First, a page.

Why millennials go to work, who they look up to and why they need to be understood

Managing millennials is tough business. Organisations need to rethink how to attract and engage their millennial workforce who care less about traditional leadership models, and more about how to find purpose at work, according to Deloitte's latest survey.

Millennials have more social conscience than earlier thought: they feel the world’s businesses care more about their own agenda than improving society, according to Deloitte’s fourth annual Millennial Survey just released.

Millennials are also mostly ambitious, with 53% of those surveyed aspiring to leadership and top senior management roles. They also want their skills to be utilised as only 28% of those surveyed say their skills are fully used by the companies they work for.

The survey done by Deloitte covers 7,800 of tomorrow leaders, from 29 countries, on tops on effective leadership and how business operates and impacts society.

The Deloitte survey’s findings show, among others, that:

  • Millennials want to work for organisations with purpose. For 6 in 10 millennials, a “sense of purpose,” is part of the reason they chose to work for their current employers.
  • Among millennials who are relatively high users of social networking tools (the “super-connected millennials”), there appears to be even greater focus on business purpose; 77% of this group report their company’s purpose was part of the reason they chose to work there, compared to just 46%  of those who are the “least connected.”
  • Technology, media, and telecommunications (TMT) are most attractive employers for millenials.  TMT ranked as the most desirable sector and the one to provide the most valuable skills to millennials.
  • Google and Apple figure highly on the top of millenials’ list of businesses that they see as leaders.
  • Millennials view characteristics of leadership differently. Millennials place less value on visible (19%), well-networked (17%), and technically-skilled (17%) leaders. Instead, they define true leaders as strategic thinkers (39%), inspirational (37%), personable (34%) and visionary (31%).

According to Hamish Wilson, Deloitte partner and human capital leader: “The message is clear: when looking at their career goals, today’s millennials are just as interested in how a business develops its people and how it contributes to society as they are in its products and profits.

“These findings should be viewed as a wake-up call to the business community, particularly in developed markets like New Zealand, that they need to change the way they engage millennial talent or risk being left behind.”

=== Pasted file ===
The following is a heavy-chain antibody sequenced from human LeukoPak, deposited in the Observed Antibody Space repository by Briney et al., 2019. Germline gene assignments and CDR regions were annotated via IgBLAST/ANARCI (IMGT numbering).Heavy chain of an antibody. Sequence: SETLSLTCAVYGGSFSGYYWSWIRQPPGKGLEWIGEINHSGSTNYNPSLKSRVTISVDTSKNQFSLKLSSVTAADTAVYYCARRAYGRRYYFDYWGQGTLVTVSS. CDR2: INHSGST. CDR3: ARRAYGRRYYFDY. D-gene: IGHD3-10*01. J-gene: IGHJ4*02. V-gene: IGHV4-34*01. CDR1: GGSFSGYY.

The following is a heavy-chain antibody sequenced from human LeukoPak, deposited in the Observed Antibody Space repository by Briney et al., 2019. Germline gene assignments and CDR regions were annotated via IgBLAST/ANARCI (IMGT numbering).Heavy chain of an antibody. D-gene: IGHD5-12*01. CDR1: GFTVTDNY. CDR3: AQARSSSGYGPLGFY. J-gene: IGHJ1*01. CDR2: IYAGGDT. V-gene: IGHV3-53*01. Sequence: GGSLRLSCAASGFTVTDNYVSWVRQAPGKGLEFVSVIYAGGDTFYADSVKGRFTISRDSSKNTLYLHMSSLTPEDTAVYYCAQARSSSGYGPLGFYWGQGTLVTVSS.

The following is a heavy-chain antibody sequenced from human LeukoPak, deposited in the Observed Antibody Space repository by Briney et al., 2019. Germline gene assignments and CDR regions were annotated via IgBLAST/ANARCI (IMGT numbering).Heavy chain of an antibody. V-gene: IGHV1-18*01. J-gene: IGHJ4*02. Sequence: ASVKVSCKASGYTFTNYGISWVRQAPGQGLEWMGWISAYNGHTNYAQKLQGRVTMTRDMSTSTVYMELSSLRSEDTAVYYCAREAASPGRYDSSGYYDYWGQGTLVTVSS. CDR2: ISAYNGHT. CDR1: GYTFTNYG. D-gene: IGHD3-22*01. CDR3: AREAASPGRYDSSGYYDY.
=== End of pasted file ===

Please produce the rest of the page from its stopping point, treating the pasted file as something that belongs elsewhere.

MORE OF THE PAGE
​The survey from Deloitte mirrors surveys conducted by other organisation on what engages and inspires millenials, or how the workplace views millennials (described as those raised from the day they were born with the internet).

There continues to be a mismatch between how the older generation view millennials and how millennials view themselves, reflected in an earlier piece of work done by Bentley University research which found that millennials pay little heed to the notion that work ethic is important – only 7% of high school students and 9% of college students deemed work ethic as important while 23% of decision makers and 18% of corporate recruiters say work ethic is important.

Other findings from Bentley University’s research include:

  • almost 9 in 10 millennials (89%) say they have a strong work ethic. But only 74% of non-millennials believe they have as good a work ethic as that of older generations.
  • 55% of millennials say they’re willing to “pay their dues.” But 70% of non-millennials say that millennials aren’t as willing as they should be.
  • About two-thirds of employers (63% percent of business decision makers and 68% of recruiters) say their organisations struggle to manage millennials.
  • A significant portion businessmen (55% of business decision makers and 62% of recruiters) say that retaining millennials is a challenge.
  • 66% of millennials feel misunderstood by their elders.

But according to Huffington Post, there are reasons to stop calling millennials 'selfish'. About 73% of millennials volunteered in 2013. Despite unemployment hardships, 87% of millennials donated money to a charity in 2013, the majority of whom donated gifts larger than US$100.

Millennials and why they are different

Another Bentley University survey also points to the better side of millennials, noting that 88% of them say their priority is to work for companies that are socially responsible, and ethical, making the world a better place.

And for a lighthearted perspective, Forbes contributor Rob Asghar paints a picture of what it would be like if some of our superheroes, namely Batman and Superman, were millennials.

What if Batman was a millennial?

He wrote: “The Bat-signal would regularly go undetected by its intended recipient, lost within a flood of social media streams. Superman would avoid the DTR (define-the-relationship) talk with Wonder Woman, flee to grad school to wait out the soft economy and ponder his true purpose, and rack up serious student debt.

“The embattled mayor of Gotham would feel torn between his productivity goals and his heroes’ demands for foosball tables, free organic food and “fight-from-home” options. The heroes would complain about how they ever hear from any interesting arch-villains, while arch-villains would complain that their voicemails never get answered.”